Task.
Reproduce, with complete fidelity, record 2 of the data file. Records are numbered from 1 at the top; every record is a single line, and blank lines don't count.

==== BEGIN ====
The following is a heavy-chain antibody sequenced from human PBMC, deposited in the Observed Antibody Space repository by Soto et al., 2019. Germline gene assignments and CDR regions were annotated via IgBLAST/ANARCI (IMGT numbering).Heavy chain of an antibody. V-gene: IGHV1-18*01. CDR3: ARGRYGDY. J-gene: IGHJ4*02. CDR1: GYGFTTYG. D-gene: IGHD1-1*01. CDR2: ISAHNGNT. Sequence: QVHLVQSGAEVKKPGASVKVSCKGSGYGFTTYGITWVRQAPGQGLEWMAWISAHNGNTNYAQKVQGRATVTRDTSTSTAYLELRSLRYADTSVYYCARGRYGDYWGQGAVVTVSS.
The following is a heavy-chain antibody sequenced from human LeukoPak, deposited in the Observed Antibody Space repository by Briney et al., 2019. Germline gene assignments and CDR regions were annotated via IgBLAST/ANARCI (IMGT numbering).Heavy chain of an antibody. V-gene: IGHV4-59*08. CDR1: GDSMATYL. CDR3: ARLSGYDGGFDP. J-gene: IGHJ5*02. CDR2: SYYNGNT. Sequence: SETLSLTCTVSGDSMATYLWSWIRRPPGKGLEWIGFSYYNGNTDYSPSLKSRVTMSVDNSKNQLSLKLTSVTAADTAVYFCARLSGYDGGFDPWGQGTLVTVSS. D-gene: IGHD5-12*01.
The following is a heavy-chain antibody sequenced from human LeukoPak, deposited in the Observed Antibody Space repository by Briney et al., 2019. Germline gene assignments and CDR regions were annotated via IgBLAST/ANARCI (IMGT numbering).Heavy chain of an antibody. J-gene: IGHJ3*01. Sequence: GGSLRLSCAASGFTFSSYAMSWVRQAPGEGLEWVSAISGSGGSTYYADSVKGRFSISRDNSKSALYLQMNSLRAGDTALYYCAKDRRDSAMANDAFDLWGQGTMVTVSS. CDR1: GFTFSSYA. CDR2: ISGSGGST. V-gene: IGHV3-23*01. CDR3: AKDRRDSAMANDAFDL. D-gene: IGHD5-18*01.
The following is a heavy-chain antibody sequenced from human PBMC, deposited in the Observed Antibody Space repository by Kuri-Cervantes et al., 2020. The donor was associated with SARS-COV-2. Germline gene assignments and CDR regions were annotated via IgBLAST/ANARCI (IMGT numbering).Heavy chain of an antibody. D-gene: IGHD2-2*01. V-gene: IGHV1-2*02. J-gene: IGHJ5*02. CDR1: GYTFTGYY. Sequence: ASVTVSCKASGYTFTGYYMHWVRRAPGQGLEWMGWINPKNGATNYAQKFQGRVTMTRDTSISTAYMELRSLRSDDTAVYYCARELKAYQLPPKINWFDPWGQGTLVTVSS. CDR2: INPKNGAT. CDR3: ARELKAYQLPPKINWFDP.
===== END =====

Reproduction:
The following is a heavy-chain antibody sequenced from human LeukoPak, deposited in the Observed Antibody Space repository by Briney et al., 2019. Germline gene assignments and CDR regions were annotated via IgBLAST/ANARCI (IMGT numbering).Heavy chain of an antibody. V-gene: IGHV4-59*08. CDR1: GDSMATYL. CDR3: ARLSGYDGGFDP. J-gene: IGHJ5*02. CDR2: SYYNGNT. Sequence: SETLSLTCTVSGDSMATYLWSWIRRPPGKGLEWIGFSYYNGNTDYSPSLKSRVTMSVDNSKNQLSLKLTSVTAADTAVYFCARLSGYDGGFDPWGQGTLVTVSS. D-gene: IGHD5-12*01.